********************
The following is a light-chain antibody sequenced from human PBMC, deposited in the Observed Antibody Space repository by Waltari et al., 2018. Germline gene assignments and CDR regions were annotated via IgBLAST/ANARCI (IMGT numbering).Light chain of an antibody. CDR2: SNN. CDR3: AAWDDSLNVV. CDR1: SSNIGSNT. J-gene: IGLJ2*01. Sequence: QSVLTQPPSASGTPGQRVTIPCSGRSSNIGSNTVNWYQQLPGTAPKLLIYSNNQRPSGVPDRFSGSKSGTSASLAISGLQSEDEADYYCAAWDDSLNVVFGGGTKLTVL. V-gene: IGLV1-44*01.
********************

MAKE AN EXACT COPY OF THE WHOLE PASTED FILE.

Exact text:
The following is a light-chain antibody sequenced from human PBMC, deposited in the Observed Antibody Space repository by Waltari et al., 2018. Germline gene assignments and CDR regions were annotated via IgBLAST/ANARCI (IMGT numbering).Light chain of an antibody. CDR2: SNN. CDR3: AAWDDSLNVV. CDR1: SSNIGSNT. J-gene: IGLJ2*01. Sequence: QSVLTQPPSASGTPGQRVTIPCSGRSSNIGSNTVNWYQQLPGTAPKLLIYSNNQRPSGVPDRFSGSKSGTSASLAISGLQSEDEADYYCAAWDDSLNVVFGGGTKLTVL. V-gene: IGLV1-44*01.